Resident in Sydney from August 1930, Harris became actively involved in many conservationist organisations. She joined the council of the Wild Life Preservation Society of Australia and was active in the Australian Forest League; she compiled and edited the publication Junior Tree Warden for many years. In March 1938 she took up a lecturership in biology at Sydney Teachers’ College; she continued until the end of 1961, remembered by many as an inspiring lecturer. David Stead conceived the idea for her first publication, Wild Flowers of Australia (1938), which was hailed by some critics as a ‘watershed’. She wrote the text, assisted by local botanists; the paintings of Adam Forster (1848-1928) provided the coloured illustrations. During the 1940s Harris undertook studies in education at the University of Melbourne (M.Ed., 1945) by correspondence.
David Stead was 41 and the father of seven children (including the writer Christina Stead), when he met Harris. They formed a close relationship. David’s second wife, Ada, left the family home in 1931 but there was no divorce. In 1939 Harris made a bold move in deciding to live with him. Ada died in May 1951 and on 30 June David and Thistle married in a civil ceremony in their home at Watsons Bay. David’s death in August 1957 motivated the Wild Life Preservation Society, with some encouragement from his widow, to establish the Wirrimbirra Sanctuary at Bargo, south of Sydney, as his memorial. Thistle Stead spent her time and financial resources to make Wirrimbirra a centre for research and education. She was assisted by members of the David G. Stead Wildlife Research Foundation of Australia, which had been set up in 1963. Concern about the future of Wirrimbirra led Thistle and the foundation in 1966 to place the property in the hands of the National Trust of Australia (NSW), with a lease to enable the foundation’s purpose there to be carried out.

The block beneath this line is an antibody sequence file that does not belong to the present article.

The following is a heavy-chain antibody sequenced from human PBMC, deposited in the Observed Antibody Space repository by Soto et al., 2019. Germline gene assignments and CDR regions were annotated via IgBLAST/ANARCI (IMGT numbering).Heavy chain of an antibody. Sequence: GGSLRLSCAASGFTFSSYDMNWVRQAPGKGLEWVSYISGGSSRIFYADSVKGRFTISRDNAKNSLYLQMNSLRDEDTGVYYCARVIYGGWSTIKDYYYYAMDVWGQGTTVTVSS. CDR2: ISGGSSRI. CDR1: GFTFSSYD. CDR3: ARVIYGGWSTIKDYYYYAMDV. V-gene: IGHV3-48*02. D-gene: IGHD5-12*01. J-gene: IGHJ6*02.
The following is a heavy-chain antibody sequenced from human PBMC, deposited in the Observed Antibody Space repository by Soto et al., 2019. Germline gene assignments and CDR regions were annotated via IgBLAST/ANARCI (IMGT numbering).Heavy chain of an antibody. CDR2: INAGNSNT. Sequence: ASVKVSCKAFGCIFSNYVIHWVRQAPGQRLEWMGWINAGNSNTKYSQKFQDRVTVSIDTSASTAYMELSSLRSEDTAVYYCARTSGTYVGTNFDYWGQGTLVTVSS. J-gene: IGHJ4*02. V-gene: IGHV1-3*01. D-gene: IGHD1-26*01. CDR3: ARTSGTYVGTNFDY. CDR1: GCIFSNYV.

Becoming well known through her books (published using the name Thistle Harris), Stead was a passionate advocate for conservation, ahead of her time in stressing the importance of education about the environment and the value of growing Australian plants in suburban gardens. The Teaching of Nature Study (1954), Naturecraft in Australia (1956)—for bushwalkers, teachers and students—and Gardening with Australian Plants (3 vols, 1977-80) helped to raise awareness in the general community about Australian flora and fauna. The Field Naturalists’ Club of Victoria awarded her its natural history medallion for 1963.